I now ask that same thing of our younger people. You could live to see a cure for ALS, and so could I, of course.

All we have is now, today, to do whatever we can. But we can do it in anticipation and hope that tomorrow will come and bring with it new opportunities and new progress in science and medicine. So although it may be challenging for many of us, let’s nurture our will to want to live and meet the new year with a new resolve, continuously meditating on the proposition that we just might live.

Stay strong.

If you are struggling with thoughts of suicide, please contact the Suicide Prevention Lifeline in the U.S. (988, or 988lifeline.org, available 24/7), Samaritans in the U.K. (samaritans.org), or Samaritans of Singapore in Singapore (sos.org.sg).


Note: ALS News Today is strictly a news and information website about the disease. It does not provide medical advice, diagnosis, or treatment. This content is not intended to be a substitute for professional medical advice, diagnosis, or treatment. Always seek the advice of your physician or other qualified health provider with any questions you may have regarding a medical condition. Never disregard professional medical advice or delay in seeking it because of something you have read on this website. The opinions expressed in this column are not those of ALS News Today or its parent company, BioNews, and are intended to spark discussion about issues pertaining to ALS.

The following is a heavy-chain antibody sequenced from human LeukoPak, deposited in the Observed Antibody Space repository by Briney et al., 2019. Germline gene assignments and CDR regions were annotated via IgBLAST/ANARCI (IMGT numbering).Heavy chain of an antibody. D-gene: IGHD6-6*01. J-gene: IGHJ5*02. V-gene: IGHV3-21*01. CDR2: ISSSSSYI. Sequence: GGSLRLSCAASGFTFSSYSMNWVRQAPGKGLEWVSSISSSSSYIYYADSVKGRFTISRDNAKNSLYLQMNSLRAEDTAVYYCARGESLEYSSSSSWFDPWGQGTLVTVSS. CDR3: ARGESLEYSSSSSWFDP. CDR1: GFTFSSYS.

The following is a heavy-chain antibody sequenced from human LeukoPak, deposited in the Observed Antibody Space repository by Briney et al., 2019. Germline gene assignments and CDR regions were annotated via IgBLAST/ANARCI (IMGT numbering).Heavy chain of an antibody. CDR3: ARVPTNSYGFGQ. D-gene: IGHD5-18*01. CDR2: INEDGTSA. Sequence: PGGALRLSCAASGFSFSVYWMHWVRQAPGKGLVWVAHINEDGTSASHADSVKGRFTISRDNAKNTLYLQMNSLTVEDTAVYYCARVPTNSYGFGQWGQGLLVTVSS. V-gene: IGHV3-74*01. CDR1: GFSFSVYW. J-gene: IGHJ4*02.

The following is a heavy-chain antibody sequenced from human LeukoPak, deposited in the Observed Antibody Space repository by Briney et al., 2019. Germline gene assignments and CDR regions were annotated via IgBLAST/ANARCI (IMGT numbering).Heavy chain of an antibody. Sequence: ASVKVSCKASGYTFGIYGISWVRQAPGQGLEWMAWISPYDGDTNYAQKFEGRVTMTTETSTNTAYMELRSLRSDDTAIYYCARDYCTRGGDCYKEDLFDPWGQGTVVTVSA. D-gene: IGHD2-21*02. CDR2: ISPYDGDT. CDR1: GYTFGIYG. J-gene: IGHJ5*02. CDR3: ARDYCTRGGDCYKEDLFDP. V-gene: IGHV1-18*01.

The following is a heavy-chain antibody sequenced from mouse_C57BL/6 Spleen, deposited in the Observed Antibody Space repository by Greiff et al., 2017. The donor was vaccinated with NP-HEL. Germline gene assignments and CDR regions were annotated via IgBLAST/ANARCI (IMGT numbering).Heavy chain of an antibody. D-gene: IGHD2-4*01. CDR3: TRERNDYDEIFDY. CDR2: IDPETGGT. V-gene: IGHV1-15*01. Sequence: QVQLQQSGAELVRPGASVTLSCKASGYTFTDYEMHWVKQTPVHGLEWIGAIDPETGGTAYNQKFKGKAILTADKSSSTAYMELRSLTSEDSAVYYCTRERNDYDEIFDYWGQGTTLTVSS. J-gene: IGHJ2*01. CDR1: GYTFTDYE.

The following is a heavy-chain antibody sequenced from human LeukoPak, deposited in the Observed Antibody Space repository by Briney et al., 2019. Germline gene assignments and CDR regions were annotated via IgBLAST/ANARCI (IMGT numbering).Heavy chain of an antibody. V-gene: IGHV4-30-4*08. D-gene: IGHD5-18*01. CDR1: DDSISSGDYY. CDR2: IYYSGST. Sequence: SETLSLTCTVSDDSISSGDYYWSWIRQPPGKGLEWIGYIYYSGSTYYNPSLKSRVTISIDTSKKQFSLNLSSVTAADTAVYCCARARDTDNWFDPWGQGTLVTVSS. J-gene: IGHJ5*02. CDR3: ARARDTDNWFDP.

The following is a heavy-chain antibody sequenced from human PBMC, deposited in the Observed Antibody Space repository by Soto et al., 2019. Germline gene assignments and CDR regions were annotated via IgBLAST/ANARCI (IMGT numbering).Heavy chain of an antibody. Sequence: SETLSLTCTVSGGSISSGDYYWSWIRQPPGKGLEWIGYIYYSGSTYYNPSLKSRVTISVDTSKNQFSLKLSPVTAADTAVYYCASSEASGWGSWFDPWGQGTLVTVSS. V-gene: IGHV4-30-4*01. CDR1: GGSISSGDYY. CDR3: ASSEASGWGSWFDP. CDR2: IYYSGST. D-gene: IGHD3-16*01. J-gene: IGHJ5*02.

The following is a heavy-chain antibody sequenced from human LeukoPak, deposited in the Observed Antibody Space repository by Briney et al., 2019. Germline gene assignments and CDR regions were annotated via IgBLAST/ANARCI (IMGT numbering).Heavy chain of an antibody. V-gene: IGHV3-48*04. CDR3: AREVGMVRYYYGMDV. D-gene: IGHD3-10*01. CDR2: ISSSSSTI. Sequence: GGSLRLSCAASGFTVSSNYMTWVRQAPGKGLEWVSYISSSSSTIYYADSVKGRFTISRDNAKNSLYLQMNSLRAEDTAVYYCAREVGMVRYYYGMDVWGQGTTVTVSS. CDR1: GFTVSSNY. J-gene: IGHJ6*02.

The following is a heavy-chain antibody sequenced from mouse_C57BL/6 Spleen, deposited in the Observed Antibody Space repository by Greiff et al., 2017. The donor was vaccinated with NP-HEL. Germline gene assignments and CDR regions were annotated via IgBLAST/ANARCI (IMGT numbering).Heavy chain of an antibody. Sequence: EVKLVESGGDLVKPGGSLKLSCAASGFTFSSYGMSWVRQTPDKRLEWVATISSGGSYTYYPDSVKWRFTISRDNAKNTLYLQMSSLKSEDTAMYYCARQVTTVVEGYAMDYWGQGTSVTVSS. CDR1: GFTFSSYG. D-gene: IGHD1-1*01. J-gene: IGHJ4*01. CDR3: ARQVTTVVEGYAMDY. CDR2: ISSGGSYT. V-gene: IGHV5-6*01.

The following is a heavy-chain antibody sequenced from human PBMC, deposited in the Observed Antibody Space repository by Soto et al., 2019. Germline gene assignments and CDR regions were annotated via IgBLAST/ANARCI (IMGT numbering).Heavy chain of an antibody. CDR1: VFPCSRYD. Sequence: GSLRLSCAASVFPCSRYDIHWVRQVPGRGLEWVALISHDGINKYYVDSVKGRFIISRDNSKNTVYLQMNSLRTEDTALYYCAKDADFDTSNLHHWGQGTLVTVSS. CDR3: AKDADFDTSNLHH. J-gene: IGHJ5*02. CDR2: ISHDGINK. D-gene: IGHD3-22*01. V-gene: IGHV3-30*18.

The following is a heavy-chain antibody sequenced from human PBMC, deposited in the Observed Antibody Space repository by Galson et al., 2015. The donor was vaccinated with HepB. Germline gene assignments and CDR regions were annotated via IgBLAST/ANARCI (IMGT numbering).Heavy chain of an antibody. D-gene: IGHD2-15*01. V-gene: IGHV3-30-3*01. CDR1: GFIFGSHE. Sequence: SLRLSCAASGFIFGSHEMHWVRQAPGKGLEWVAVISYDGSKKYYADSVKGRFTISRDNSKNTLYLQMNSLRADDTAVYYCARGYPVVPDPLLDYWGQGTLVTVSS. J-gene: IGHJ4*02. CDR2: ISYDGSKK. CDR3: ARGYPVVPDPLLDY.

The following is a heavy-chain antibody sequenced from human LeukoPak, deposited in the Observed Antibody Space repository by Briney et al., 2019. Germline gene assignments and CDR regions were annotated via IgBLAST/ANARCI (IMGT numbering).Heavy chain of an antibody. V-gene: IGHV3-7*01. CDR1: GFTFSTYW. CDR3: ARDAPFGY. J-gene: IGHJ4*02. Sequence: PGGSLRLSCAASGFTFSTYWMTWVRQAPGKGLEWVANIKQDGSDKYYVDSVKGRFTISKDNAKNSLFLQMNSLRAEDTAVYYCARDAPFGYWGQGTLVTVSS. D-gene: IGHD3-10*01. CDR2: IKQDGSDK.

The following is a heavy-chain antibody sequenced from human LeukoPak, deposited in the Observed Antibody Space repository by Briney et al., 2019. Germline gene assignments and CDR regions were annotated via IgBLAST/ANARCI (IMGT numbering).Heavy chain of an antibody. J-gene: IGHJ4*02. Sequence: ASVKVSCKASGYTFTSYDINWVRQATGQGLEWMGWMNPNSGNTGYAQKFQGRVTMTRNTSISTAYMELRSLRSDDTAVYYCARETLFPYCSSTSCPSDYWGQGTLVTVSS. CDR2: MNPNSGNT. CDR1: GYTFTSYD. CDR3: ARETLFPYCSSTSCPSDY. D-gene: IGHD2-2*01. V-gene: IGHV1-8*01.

Comments

Karl Schachtner avatar

Karl Schachtner

James, I always find your writing very inspiring as I too struggle with ALS. This article is particularly useful and uplifting, especially at this time of year. Thank you! Merry Christmas and all the best to you in the New Year!

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Susana Rave avatar

Susana Rave

Dear James,
your column was exactly the pep read (talk) I needed. I was diagnosed with ALS in 2019 and in the recent 6 months I have felt a noticeable decline in my ability to walk, and feeling weaker and requiring more assistance from my husband who is my caregiver. I frequently have thoughts of ending this but haven't yet had the courage. Your column gave me a new perspective and perhaps should appreciate the fact that I am still ambulatory and able to eat, speak and do minor self care activities. God bless you for sharing your journey.

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Gail Albert avatar

Gail Albert

First, I hope you have a blessed and fulfilling new year. Your column is filled with hope and optimism for which I am grateful. I will read it to my husband as a blueprint for the coming year, something to help him feel strong and motivated. He is a positive person, someone who has always seen the glass as half full. But I know he has a hard time watching me be his full time caretaker and tackling all the responsibilities we once shared and that causes him sadness and guilt. It doesn’t matter how I try to assuage it. But he his my rock and I need him, even if he can’t move or speak. I love him no matter what and I have his back. So thank you so much for your uplifting words.